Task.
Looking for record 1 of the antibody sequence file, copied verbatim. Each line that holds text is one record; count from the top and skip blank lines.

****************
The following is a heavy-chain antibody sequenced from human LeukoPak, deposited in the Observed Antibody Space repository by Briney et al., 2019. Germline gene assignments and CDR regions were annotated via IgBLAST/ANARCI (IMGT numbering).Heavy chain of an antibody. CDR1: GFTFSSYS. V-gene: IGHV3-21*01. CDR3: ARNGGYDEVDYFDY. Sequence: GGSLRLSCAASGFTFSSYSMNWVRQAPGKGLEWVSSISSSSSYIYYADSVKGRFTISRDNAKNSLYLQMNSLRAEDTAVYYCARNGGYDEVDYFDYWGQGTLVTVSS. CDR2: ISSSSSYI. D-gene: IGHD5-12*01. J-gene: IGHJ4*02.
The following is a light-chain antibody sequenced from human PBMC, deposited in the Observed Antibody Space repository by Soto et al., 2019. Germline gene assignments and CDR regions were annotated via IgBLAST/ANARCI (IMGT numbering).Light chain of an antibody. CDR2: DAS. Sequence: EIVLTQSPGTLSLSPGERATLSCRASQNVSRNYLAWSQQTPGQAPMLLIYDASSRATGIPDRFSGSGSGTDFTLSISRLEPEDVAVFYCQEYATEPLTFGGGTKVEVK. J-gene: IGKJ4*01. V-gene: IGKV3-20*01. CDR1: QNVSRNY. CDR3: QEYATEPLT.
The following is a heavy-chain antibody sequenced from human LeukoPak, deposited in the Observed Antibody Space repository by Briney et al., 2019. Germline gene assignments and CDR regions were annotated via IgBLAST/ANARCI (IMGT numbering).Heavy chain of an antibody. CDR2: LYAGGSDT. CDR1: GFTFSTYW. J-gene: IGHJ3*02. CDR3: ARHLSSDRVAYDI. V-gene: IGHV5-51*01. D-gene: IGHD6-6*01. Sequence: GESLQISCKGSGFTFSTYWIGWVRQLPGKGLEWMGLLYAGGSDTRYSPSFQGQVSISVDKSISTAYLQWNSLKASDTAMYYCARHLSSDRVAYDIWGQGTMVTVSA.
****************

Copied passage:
The following is a heavy-chain antibody sequenced from human LeukoPak, deposited in the Observed Antibody Space repository by Briney et al., 2019. Germline gene assignments and CDR regions were annotated via IgBLAST/ANARCI (IMGT numbering).Heavy chain of an antibody. CDR1: GFTFSSYS. V-gene: IGHV3-21*01. CDR3: ARNGGYDEVDYFDY. Sequence: GGSLRLSCAASGFTFSSYSMNWVRQAPGKGLEWVSSISSSSSYIYYADSVKGRFTISRDNAKNSLYLQMNSLRAEDTAVYYCARNGGYDEVDYFDYWGQGTLVTVSS. CDR2: ISSSSSYI. D-gene: IGHD5-12*01. J-gene: IGHJ4*02.